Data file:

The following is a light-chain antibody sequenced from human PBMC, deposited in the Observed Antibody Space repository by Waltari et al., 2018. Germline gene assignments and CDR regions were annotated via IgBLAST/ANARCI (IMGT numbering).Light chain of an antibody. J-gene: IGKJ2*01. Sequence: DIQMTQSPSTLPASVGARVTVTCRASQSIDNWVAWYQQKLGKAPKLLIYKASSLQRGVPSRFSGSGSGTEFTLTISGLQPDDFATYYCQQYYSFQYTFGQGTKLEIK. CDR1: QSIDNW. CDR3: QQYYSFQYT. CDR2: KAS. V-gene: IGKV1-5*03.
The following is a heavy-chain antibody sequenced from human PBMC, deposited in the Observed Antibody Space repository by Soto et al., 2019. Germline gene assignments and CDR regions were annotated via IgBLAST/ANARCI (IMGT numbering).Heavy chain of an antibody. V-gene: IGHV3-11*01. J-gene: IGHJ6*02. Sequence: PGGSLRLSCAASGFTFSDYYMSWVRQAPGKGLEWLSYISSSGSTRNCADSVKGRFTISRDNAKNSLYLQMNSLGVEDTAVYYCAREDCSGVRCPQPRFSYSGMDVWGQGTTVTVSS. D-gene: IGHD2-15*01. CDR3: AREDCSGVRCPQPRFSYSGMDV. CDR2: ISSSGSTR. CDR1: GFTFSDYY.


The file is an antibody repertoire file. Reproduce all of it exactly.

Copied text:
The following is a light-chain antibody sequenced from human PBMC, deposited in the Observed Antibody Space repository by Waltari et al., 2018. Germline gene assignments and CDR regions were annotated via IgBLAST/ANARCI (IMGT numbering).Light chain of an antibody. J-gene: IGKJ2*01. Sequence: DIQMTQSPSTLPASVGARVTVTCRASQSIDNWVAWYQQKLGKAPKLLIYKASSLQRGVPSRFSGSGSGTEFTLTISGLQPDDFATYYCQQYYSFQYTFGQGTKLEIK. CDR1: QSIDNW. CDR3: QQYYSFQYT. CDR2: KAS. V-gene: IGKV1-5*03.
The following is a heavy-chain antibody sequenced from human PBMC, deposited in the Observed Antibody Space repository by Soto et al., 2019. Germline gene assignments and CDR regions were annotated via IgBLAST/ANARCI (IMGT numbering).Heavy chain of an antibody. V-gene: IGHV3-11*01. J-gene: IGHJ6*02. Sequence: PGGSLRLSCAASGFTFSDYYMSWVRQAPGKGLEWLSYISSSGSTRNCADSVKGRFTISRDNAKNSLYLQMNSLGVEDTAVYYCAREDCSGVRCPQPRFSYSGMDVWGQGTTVTVSS. D-gene: IGHD2-15*01. CDR3: AREDCSGVRCPQPRFSYSGMDV. CDR2: ISSSGSTR. CDR1: GFTFSDYY.